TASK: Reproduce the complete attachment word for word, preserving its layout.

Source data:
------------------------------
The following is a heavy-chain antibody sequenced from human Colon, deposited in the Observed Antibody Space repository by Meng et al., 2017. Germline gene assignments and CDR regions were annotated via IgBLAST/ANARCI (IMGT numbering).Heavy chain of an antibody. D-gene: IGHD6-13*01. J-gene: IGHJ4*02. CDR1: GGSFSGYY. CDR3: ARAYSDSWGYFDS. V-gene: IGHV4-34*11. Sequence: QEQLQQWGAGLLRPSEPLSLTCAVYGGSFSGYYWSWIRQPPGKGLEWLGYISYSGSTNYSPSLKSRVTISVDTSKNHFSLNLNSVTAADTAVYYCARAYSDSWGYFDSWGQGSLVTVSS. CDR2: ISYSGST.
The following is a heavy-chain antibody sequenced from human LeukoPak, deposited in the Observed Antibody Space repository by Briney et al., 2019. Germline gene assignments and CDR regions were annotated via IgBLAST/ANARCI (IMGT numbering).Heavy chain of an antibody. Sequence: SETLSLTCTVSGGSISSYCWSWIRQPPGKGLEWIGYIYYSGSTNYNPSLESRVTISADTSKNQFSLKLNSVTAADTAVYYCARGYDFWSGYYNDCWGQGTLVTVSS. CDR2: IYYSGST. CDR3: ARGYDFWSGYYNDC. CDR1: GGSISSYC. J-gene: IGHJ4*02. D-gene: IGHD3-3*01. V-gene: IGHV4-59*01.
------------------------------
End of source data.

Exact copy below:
The following is a heavy-chain antibody sequenced from human Colon, deposited in the Observed Antibody Space repository by Meng et al., 2017. Germline gene assignments and CDR regions were annotated via IgBLAST/ANARCI (IMGT numbering).Heavy chain of an antibody. D-gene: IGHD6-13*01. J-gene: IGHJ4*02. CDR1: GGSFSGYY. CDR3: ARAYSDSWGYFDS. V-gene: IGHV4-34*11. Sequence: QEQLQQWGAGLLRPSEPLSLTCAVYGGSFSGYYWSWIRQPPGKGLEWLGYISYSGSTNYSPSLKSRVTISVDTSKNHFSLNLNSVTAADTAVYYCARAYSDSWGYFDSWGQGSLVTVSS. CDR2: ISYSGST.
The following is a heavy-chain antibody sequenced from human LeukoPak, deposited in the Observed Antibody Space repository by Briney et al., 2019. Germline gene assignments and CDR regions were annotated via IgBLAST/ANARCI (IMGT numbering).Heavy chain of an antibody. Sequence: SETLSLTCTVSGGSISSYCWSWIRQPPGKGLEWIGYIYYSGSTNYNPSLESRVTISADTSKNQFSLKLNSVTAADTAVYYCARGYDFWSGYYNDCWGQGTLVTVSS. CDR2: IYYSGST. CDR3: ARGYDFWSGYYNDC. CDR1: GGSISSYC. J-gene: IGHJ4*02. D-gene: IGHD3-3*01. V-gene: IGHV4-59*01.